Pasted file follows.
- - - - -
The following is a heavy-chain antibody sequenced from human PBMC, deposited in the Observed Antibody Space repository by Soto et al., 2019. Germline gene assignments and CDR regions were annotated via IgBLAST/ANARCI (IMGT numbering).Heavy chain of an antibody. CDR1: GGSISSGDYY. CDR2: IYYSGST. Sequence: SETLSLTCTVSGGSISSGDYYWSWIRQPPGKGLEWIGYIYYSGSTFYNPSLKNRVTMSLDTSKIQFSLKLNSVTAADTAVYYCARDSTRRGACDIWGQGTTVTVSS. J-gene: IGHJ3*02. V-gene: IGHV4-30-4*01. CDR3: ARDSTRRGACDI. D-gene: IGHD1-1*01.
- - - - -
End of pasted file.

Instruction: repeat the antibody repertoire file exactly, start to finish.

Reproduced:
The following is a heavy-chain antibody sequenced from human PBMC, deposited in the Observed Antibody Space repository by Soto et al., 2019. Germline gene assignments and CDR regions were annotated via IgBLAST/ANARCI (IMGT numbering).Heavy chain of an antibody. CDR1: GGSISSGDYY. CDR2: IYYSGST. Sequence: SETLSLTCTVSGGSISSGDYYWSWIRQPPGKGLEWIGYIYYSGSTFYNPSLKNRVTMSLDTSKIQFSLKLNSVTAADTAVYYCARDSTRRGACDIWGQGTTVTVSS. J-gene: IGHJ3*02. V-gene: IGHV4-30-4*01. CDR3: ARDSTRRGACDI. D-gene: IGHD1-1*01.